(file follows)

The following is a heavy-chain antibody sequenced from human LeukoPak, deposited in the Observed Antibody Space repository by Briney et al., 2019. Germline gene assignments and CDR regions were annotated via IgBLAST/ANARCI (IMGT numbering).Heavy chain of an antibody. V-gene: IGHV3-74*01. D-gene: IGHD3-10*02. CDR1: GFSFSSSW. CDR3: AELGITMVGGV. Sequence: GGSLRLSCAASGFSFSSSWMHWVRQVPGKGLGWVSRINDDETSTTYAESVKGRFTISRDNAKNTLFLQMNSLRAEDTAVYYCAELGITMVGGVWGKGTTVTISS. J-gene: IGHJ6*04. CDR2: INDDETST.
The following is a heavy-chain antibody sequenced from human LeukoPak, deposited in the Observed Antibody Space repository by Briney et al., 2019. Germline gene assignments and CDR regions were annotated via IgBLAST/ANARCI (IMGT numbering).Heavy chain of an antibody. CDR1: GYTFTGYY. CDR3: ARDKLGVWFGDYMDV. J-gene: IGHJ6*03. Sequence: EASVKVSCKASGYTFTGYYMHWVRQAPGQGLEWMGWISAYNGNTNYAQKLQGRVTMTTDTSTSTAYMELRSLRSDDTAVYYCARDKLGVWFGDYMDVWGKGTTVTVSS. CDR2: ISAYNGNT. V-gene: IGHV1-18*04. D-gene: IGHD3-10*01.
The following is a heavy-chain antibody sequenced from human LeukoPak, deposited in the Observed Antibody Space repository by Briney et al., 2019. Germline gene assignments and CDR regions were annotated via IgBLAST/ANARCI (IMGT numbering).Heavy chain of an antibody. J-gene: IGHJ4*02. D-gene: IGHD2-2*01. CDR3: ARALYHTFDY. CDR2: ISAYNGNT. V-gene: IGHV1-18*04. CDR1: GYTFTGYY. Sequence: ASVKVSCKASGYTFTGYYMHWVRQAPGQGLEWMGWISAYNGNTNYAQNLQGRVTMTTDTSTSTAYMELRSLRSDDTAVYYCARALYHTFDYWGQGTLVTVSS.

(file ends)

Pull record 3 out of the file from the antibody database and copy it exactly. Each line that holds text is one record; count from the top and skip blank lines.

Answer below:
The following is a heavy-chain antibody sequenced from human LeukoPak, deposited in the Observed Antibody Space repository by Briney et al., 2019. Germline gene assignments and CDR regions were annotated via IgBLAST/ANARCI (IMGT numbering).Heavy chain of an antibody. J-gene: IGHJ4*02. D-gene: IGHD2-2*01. CDR3: ARALYHTFDY. CDR2: ISAYNGNT. V-gene: IGHV1-18*04. CDR1: GYTFTGYY. Sequence: ASVKVSCKASGYTFTGYYMHWVRQAPGQGLEWMGWISAYNGNTNYAQNLQGRVTMTTDTSTSTAYMELRSLRSDDTAVYYCARALYHTFDYWGQGTLVTVSS.